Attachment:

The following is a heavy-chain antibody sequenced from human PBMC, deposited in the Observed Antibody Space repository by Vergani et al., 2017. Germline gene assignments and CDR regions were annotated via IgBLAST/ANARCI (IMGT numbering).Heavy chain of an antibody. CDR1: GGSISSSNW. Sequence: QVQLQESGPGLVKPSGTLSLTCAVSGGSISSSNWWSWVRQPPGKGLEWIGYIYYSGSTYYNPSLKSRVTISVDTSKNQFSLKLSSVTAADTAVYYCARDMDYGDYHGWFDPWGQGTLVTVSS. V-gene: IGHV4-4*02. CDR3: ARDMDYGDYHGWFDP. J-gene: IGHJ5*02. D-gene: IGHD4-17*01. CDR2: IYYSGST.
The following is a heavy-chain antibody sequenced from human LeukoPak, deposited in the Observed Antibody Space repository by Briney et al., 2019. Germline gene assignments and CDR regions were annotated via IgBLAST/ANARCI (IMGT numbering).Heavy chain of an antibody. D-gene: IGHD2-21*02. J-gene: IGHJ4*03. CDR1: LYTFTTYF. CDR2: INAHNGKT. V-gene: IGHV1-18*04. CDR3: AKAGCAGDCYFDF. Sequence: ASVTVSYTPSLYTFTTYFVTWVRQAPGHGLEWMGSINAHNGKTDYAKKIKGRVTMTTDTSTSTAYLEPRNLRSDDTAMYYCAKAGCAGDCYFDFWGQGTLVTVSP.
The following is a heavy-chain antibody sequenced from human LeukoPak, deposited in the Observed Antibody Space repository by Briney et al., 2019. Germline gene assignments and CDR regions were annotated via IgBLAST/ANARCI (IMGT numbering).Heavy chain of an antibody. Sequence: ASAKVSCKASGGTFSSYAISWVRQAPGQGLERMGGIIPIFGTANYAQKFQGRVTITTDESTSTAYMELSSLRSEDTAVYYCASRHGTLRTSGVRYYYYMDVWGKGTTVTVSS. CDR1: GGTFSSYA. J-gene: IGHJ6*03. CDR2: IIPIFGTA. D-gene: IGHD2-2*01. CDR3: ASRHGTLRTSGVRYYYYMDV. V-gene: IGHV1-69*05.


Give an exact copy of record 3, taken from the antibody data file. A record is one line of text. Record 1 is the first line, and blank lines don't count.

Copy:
The following is a heavy-chain antibody sequenced from human LeukoPak, deposited in the Observed Antibody Space repository by Briney et al., 2019. Germline gene assignments and CDR regions were annotated via IgBLAST/ANARCI (IMGT numbering).Heavy chain of an antibody. Sequence: ASAKVSCKASGGTFSSYAISWVRQAPGQGLERMGGIIPIFGTANYAQKFQGRVTITTDESTSTAYMELSSLRSEDTAVYYCASRHGTLRTSGVRYYYYMDVWGKGTTVTVSS. CDR1: GGTFSSYA. J-gene: IGHJ6*03. CDR2: IIPIFGTA. D-gene: IGHD2-2*01. CDR3: ASRHGTLRTSGVRYYYYMDV. V-gene: IGHV1-69*05.